Mother-Baby Pair Cohort follow up (Integrated PMTCT/MNCH) register is a monitoring and evaluation mechanism that helps to strengthen implementation of Option B+ recommendations in all MNCH platforms in an integrated manner. The HIV positive mother and her child are followed as a pair. Measuring the outcomes of HIV-infected mothers and their HIV exposed infants are necessary to evaluate and monitor the quality and impact of PMTCT programs. Maternal cohort analysis helps to monitor the retention of HIV-infected women enrolled in PMTCT programs in its facilities. Pregnant/breastfeeding women in the facility PMTCT program will be followed and monitored in groups or cohorts based on the month and year of their enrollment in the PMTCT program. PMTCT cohort monitoring is used to measure the PMTCT intervention outcomes through longitudinal approach using cohort monitoring tools. The Important PMTCT outcomes are:
- Final status of HIV-exposed infant (most importantly, HIV negative or Positive)
- Maternal retention on ART (or viral suppression)
- Other PMTCT outcomes: DNA PCR test collected (Early Infant Diagnosis) by age 2 months
PMTCT mentorship, Continuous quality improvement (CQI) and dashboard
Successful implementation of the EMTCT strategic plan will require continuous monitoring of PMTCT implementation and strong mentorship to improve the quality of PMTCT service and to decrease cascade care loss. To provide quality PMTCT services and comprehensive intervention package by clinical mentoring using standard checklist, CQI and dash board. Despite the increasing trend in PMTCT coverage, the program has not achieved its goals and needs to be strengthened by clinical mentoring.
Enhanced postnatal prophylaxis (Dual prophylaxis for HEI)
Previous WHO guidelines have acknowledged that when maternal ART is started late in pregnancy, during labor or in the postpartum period, infants who are breastfeeding may not be adequately protected from HIV because it takes several weeks for maternal viral load to be suppressed. In such situations, programs were advised to consider increasing the duration of infant prophylaxis to 12 weeks rather than 6 weeks of NVP. Since that time, new data have become available, showing that combination infant prophylaxis is more effective than single-drug prophylaxis for the prevention of mother-to-child transmission in infants born to mothers who have not received antepartum ARV drugs. To implement the new recommendation in Ethiopia, key areas (risk stratification, regimens and formulation and programmatic considerations) were assessed from different implemented countries. Hence, the country chose to consider all HIV exposed infant as a high risk and recommend ePNP for all HIV exposed infants and the chosen approach includes 6 weeks of AZT & NVP dual therapy, followed by a 6 weeks more of NVP alone.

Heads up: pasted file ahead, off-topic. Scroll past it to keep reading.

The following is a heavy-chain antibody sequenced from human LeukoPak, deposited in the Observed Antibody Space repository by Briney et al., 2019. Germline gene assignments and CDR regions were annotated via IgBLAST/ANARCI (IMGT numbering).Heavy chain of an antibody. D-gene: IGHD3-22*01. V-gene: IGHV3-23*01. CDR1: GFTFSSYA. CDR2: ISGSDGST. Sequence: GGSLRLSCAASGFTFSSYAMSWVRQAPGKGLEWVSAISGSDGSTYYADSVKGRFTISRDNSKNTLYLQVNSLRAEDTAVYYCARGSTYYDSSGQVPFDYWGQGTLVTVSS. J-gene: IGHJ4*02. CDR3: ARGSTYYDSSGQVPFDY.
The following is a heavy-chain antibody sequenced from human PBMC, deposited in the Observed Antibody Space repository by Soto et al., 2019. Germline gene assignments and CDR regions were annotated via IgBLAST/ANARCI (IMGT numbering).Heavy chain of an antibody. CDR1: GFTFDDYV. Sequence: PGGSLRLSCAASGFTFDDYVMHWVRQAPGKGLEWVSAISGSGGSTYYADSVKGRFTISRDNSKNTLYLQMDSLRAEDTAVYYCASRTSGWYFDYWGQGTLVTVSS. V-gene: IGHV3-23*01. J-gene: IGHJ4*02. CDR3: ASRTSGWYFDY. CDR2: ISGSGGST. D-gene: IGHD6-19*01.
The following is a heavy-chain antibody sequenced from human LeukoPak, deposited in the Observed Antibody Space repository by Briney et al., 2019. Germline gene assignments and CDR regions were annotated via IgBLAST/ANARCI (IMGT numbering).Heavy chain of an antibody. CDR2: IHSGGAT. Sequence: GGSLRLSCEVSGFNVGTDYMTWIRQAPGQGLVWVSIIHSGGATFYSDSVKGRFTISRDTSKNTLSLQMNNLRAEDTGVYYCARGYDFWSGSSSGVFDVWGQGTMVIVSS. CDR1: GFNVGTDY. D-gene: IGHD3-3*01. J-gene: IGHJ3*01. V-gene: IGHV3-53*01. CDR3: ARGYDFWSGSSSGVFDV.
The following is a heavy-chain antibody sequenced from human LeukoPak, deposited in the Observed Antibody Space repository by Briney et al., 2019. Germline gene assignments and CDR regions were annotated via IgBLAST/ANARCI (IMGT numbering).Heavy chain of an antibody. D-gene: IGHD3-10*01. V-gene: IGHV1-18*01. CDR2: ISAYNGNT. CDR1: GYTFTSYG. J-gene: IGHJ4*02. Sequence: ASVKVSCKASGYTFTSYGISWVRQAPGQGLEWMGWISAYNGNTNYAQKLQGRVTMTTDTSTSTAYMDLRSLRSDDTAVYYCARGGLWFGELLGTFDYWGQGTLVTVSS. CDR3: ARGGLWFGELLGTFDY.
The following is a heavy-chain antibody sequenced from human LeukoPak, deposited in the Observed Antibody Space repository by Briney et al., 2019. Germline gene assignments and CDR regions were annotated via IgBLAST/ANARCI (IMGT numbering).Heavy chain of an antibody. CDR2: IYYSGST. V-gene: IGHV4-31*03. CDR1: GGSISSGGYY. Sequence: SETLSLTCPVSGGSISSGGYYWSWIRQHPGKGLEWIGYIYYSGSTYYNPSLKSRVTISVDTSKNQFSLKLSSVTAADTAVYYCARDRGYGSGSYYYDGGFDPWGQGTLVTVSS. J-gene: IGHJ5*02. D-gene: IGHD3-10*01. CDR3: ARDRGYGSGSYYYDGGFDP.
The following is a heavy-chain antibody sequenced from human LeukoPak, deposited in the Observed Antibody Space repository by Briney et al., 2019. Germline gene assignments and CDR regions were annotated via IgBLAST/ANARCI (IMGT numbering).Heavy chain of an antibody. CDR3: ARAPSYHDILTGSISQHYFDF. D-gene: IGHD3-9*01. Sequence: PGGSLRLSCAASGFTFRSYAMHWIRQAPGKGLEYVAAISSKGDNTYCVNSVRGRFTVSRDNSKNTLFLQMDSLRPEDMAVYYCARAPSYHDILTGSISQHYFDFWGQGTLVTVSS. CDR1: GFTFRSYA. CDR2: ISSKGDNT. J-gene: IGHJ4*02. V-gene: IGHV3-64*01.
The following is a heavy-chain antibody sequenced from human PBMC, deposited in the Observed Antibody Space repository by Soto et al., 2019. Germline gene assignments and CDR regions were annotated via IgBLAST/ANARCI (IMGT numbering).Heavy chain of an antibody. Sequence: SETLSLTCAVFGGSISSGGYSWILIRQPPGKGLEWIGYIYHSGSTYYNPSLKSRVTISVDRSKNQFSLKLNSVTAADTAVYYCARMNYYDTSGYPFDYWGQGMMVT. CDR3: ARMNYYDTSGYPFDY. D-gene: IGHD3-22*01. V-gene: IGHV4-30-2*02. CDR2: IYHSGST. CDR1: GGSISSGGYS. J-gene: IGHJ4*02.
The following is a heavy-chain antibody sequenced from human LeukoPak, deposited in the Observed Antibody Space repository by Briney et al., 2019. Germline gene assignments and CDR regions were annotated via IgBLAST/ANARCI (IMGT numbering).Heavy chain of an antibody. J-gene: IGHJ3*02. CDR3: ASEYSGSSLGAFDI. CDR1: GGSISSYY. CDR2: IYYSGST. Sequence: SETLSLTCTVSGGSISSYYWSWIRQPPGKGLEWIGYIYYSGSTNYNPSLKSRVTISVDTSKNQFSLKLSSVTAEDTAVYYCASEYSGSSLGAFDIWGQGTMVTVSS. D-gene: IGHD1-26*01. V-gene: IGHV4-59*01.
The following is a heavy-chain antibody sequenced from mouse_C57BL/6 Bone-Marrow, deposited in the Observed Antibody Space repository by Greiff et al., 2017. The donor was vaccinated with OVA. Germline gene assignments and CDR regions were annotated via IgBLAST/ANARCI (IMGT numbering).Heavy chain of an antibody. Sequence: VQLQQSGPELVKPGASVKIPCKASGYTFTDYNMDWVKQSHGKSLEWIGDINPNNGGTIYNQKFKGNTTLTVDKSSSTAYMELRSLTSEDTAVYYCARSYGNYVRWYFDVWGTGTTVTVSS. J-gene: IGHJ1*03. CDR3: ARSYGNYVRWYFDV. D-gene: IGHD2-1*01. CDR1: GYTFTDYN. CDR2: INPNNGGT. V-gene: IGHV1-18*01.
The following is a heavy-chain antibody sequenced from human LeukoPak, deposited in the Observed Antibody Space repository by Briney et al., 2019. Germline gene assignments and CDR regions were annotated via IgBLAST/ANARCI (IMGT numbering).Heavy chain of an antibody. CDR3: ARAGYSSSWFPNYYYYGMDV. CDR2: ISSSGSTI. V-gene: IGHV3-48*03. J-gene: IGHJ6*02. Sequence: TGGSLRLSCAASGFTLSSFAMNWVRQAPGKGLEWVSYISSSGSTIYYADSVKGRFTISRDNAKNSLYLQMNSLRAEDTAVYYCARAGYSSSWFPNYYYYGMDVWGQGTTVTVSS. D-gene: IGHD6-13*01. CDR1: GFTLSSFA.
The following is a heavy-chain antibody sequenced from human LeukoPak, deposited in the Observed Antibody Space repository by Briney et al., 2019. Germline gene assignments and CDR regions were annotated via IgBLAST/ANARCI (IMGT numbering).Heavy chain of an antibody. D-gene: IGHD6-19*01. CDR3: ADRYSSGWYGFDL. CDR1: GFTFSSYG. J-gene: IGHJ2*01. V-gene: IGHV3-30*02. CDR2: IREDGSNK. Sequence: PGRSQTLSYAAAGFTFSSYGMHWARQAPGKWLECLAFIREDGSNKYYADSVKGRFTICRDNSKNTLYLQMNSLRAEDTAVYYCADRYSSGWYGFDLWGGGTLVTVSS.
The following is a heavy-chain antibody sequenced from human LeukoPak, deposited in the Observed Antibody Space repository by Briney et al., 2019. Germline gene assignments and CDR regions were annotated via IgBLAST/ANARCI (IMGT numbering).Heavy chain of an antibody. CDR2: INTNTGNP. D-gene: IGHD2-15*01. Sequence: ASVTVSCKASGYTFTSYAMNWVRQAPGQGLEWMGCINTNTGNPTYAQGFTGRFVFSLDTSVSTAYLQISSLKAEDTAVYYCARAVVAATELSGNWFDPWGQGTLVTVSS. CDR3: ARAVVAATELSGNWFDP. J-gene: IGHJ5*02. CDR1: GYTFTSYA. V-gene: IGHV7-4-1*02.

Point of care testing (POC) for Early Infant Diagnosis (EID)
Infants acquire HIV most commonly through MTCT during pregnancy, labor and delivery or breastfeeding. Owing to the rapid progression of HIIV in infants, early infant diagnosis (EID) remains to be the hallmark to insure infant survival. EID is essential for timely initiation of ART and reducing the high morbidity and mortality that occurs in HIV infected children. Point-of-care (POC) testing for Early Infant Diagnosis (EID) of HIV has the potential to dramatically improve the efficiency of determining HIV status and reduce HIV-related morbidity and mortality in infants born to HIV-positive mothers. POC devices allow for rapid testing of infant blood specimens at the point of service, rather than sending samples to central laboratories for conventional EID testing.